Bariatric surgery, although very helpful in resolving co-morbid conditions and obesity, is a surgical procedure that contains some degree of risk.
Our weight-loss surgery program has some of the lowest complication rates in the country, but as with any major operation, there are risks involved. The nationwide mortality rate for bariatric surgery patients is less than 1 percent. Only 5-10% of patients will experience some sort of post-operative problem that requires medical attention. When you consider the amount of life-threatening illnesses that this surgery can prevent, the benefits can often far outweigh the risks.
General risks of bariatric surgery include:
- Mortality Rates – Current nationwide mortality rates following bariatric surgery are about 1 in 500, or 0.2%. For Centers of Excellence, that percentage is cut in half to 0.1%. For the morbidly obese, the chances of dying from a co-morbidity associated with their excess weight are much higher than the risk of death from bariatric surgery.
- Injury to internal organs – The spleen, liver, intestines and esophagus are all major organs that are located near the upper stomach. Since the operating area contains these organs, there is a small risk that during surgery, bleeding, or tissue damage may occur. On rare occasions, the spleen or gallbladder may have to be removed.
- Anastomotic leak – A rupture in the new connection between the created stomach pouch and the small intestine, or a leak in the stomach pouch itself, is also known as an anastomotic leak. Though leaks are extremely serious if left untreated, they can be easily detected and surgically repaired. During surgery, your surgeon will perform frequent leak tests to minimize this possibility.
- Bleeding – Post-operative bleeding is a possibility with any surgery. In weight-loss surgery, bleeding usually occurs due to the division of blood vessels necessary for a successful procedure. However, excessive bleeding is rare, and all bleeding usually stops within 24 hours of surgery. Transfusions for patients are rarely necessary, though a return to the operating room may be required if bleeding continues. Additionally, blood may be transfused if the patient has lost too much blood during the surgery.
- Bowel Obstruction – Intestinal blockage, though rare, may occur in the weeks, months and sometimes years after surgery.
- Wound Seroma – After surgery, fat tissue under the skin liquefies, and the body usually absorbs it. However, in some rare cases, this liquid may escape through the incision, causing a large amount of discharge. Such a sight can be alarming to patients, but it is nothing to be overly worried about. Your surgeon should be contacted if you experience wound seroma.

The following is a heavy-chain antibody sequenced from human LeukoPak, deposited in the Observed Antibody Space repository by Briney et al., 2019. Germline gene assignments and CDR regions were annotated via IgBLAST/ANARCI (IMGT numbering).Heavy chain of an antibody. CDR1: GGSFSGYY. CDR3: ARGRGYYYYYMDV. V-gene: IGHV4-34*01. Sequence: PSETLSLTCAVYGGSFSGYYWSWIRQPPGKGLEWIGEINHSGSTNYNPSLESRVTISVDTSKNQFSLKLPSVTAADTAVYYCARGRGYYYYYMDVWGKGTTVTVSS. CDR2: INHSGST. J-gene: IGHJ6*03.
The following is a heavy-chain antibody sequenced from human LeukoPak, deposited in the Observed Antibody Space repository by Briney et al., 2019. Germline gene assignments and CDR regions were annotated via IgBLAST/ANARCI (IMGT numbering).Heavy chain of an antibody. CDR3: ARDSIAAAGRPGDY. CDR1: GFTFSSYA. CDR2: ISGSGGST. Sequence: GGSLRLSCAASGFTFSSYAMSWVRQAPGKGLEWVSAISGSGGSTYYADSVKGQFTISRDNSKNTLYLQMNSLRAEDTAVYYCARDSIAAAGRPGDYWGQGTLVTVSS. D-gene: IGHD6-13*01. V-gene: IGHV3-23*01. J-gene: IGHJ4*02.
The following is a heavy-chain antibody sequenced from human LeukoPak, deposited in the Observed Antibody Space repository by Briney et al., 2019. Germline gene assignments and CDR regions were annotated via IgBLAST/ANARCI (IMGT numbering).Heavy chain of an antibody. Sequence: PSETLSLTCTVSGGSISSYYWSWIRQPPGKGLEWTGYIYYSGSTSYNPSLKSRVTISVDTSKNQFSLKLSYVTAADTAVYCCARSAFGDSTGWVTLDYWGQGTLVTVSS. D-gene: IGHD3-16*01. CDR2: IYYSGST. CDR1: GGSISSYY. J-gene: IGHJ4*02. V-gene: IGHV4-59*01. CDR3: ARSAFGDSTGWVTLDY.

- Chronic Gastrointestinal Dysfunction – A very small amount of patients experience intolerance to food long after surgery. This is a rare but serious problem that can often only be resolved by reversing the weight-loss surgery.
- Wound Infection – As in any surgical procedure, wounds can be susceptible to infection as they heal. Minimally invasive procedures such as weight-loss surgery have a very low prevalence of wound infection. This complication can usually be treated in an outpatient setting.
- Ventral Hernia – Ventral hernias happen in less than one percent of minimally-invasive laparoscopic surgery patients.
Morbidly obese patients are typically more at risk for complications from surgery than a person with a healthy body weight. This is because the bodily systems are under extreme stress caused by excess weight. These systems must work even harder when a patient undergoes the surgical process. The lungs, heart and kidneys are especially susceptible during and immediately after surgery, and our care team closely monitors these systems throughout the process. A complete physical is performed on all weight-loss surgery candidates to ensure that their bodies can handle the stress of surgery.
How to reduce the risk of complications
While our care team will do everything in our power to prevent complications from your weight-loss surgery, there are a few things that you, the patient, can do to help prevent them as well.
- Stop Smoking – You already know about the health risks associated with smoking. So if you smoke, quit. If you’ve decided to undergo weight-loss surgery, then you’re essentially making a commitment to improving your health long term. Make quitting a part of that commitment.
- Start a weight-loss program prior to surgery – Losing even a few pounds on your own, before your surgery, can lead to a much higher success rate and a lower incidence of complications. Starting an exercise regimen prior to surgery can also help build up your heart and lungs so they are better prepared for the stresses of surgery.
- Educate yourself – Get educated about weight-loss surgery well in advance of the actual procedure. If you have questions, feel free to contact us to get them answered by a clinical expert. Talk to your primary care physician.
- Exercise – Though weight-loss surgery is considered a major operation, recovery times are minimal due to the minimally invasive nature of the procedure. Once your surgeon clears you to get out of bed and move around, do it. Short, frequent walks are a great way to reduce the chance of blood clots, improve lung function, and even control pain. The sooner you’re up and around, the quicker your new life can begin.